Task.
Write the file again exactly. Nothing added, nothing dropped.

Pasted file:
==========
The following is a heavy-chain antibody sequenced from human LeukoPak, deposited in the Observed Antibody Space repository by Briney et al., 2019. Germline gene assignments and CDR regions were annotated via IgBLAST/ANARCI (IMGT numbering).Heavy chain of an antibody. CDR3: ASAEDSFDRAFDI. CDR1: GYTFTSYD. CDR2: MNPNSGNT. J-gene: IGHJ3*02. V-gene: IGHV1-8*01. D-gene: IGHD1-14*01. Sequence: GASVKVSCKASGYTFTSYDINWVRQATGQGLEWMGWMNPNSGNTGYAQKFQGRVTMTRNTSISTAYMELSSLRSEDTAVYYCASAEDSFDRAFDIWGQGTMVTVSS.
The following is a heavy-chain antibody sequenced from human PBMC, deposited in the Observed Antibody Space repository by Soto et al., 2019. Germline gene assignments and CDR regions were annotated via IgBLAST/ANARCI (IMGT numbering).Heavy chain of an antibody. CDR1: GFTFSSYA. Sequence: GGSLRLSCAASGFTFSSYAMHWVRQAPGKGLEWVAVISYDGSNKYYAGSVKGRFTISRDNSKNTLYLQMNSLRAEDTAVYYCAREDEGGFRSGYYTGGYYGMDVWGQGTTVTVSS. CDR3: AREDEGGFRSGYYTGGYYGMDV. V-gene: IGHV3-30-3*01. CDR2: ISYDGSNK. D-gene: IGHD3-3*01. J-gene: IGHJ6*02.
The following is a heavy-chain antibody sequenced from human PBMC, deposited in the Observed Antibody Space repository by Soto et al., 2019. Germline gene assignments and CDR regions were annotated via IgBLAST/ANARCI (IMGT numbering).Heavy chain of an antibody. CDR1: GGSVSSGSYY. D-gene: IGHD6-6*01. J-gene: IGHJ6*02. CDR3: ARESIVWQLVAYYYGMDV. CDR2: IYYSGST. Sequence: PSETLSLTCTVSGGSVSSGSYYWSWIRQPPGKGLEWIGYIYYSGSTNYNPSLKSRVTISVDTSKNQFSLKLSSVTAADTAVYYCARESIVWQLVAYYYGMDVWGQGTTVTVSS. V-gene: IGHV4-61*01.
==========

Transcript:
The following is a heavy-chain antibody sequenced from human LeukoPak, deposited in the Observed Antibody Space repository by Briney et al., 2019. Germline gene assignments and CDR regions were annotated via IgBLAST/ANARCI (IMGT numbering).Heavy chain of an antibody. CDR3: ASAEDSFDRAFDI. CDR1: GYTFTSYD. CDR2: MNPNSGNT. J-gene: IGHJ3*02. V-gene: IGHV1-8*01. D-gene: IGHD1-14*01. Sequence: GASVKVSCKASGYTFTSYDINWVRQATGQGLEWMGWMNPNSGNTGYAQKFQGRVTMTRNTSISTAYMELSSLRSEDTAVYYCASAEDSFDRAFDIWGQGTMVTVSS.
The following is a heavy-chain antibody sequenced from human PBMC, deposited in the Observed Antibody Space repository by Soto et al., 2019. Germline gene assignments and CDR regions were annotated via IgBLAST/ANARCI (IMGT numbering).Heavy chain of an antibody. CDR1: GFTFSSYA. Sequence: GGSLRLSCAASGFTFSSYAMHWVRQAPGKGLEWVAVISYDGSNKYYAGSVKGRFTISRDNSKNTLYLQMNSLRAEDTAVYYCAREDEGGFRSGYYTGGYYGMDVWGQGTTVTVSS. CDR3: AREDEGGFRSGYYTGGYYGMDV. V-gene: IGHV3-30-3*01. CDR2: ISYDGSNK. D-gene: IGHD3-3*01. J-gene: IGHJ6*02.
The following is a heavy-chain antibody sequenced from human PBMC, deposited in the Observed Antibody Space repository by Soto et al., 2019. Germline gene assignments and CDR regions were annotated via IgBLAST/ANARCI (IMGT numbering).Heavy chain of an antibody. CDR1: GGSVSSGSYY. D-gene: IGHD6-6*01. J-gene: IGHJ6*02. CDR3: ARESIVWQLVAYYYGMDV. CDR2: IYYSGST. Sequence: PSETLSLTCTVSGGSVSSGSYYWSWIRQPPGKGLEWIGYIYYSGSTNYNPSLKSRVTISVDTSKNQFSLKLSSVTAADTAVYYCARESIVWQLVAYYYGMDVWGQGTTVTVSS. V-gene: IGHV4-61*01.